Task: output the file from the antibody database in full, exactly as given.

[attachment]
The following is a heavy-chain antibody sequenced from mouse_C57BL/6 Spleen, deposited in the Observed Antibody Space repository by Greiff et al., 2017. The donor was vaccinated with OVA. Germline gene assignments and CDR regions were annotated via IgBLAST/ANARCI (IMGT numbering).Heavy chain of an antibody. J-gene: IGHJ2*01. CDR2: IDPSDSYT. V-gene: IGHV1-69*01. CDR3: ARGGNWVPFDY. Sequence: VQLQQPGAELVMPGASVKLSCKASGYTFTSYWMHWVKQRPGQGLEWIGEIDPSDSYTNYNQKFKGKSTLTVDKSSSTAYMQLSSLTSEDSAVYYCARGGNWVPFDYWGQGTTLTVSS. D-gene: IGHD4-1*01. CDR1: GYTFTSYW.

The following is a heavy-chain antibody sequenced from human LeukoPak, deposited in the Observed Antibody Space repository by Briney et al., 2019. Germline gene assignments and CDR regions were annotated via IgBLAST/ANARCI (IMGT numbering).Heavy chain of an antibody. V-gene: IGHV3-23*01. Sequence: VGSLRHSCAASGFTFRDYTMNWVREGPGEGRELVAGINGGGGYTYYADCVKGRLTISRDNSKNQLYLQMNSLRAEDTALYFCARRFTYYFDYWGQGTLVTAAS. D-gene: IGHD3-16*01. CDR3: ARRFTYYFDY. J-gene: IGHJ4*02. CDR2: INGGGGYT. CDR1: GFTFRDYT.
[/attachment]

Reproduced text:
The following is a heavy-chain antibody sequenced from mouse_C57BL/6 Spleen, deposited in the Observed Antibody Space repository by Greiff et al., 2017. The donor was vaccinated with OVA. Germline gene assignments and CDR regions were annotated via IgBLAST/ANARCI (IMGT numbering).Heavy chain of an antibody. J-gene: IGHJ2*01. CDR2: IDPSDSYT. V-gene: IGHV1-69*01. CDR3: ARGGNWVPFDY. Sequence: VQLQQPGAELVMPGASVKLSCKASGYTFTSYWMHWVKQRPGQGLEWIGEIDPSDSYTNYNQKFKGKSTLTVDKSSSTAYMQLSSLTSEDSAVYYCARGGNWVPFDYWGQGTTLTVSS. D-gene: IGHD4-1*01. CDR1: GYTFTSYW.

The following is a heavy-chain antibody sequenced from human LeukoPak, deposited in the Observed Antibody Space repository by Briney et al., 2019. Germline gene assignments and CDR regions were annotated via IgBLAST/ANARCI (IMGT numbering).Heavy chain of an antibody. V-gene: IGHV3-23*01. Sequence: VGSLRHSCAASGFTFRDYTMNWVREGPGEGRELVAGINGGGGYTYYADCVKGRLTISRDNSKNQLYLQMNSLRAEDTALYFCARRFTYYFDYWGQGTLVTAAS. D-gene: IGHD3-16*01. CDR3: ARRFTYYFDY. J-gene: IGHJ4*02. CDR2: INGGGGYT. CDR1: GFTFRDYT.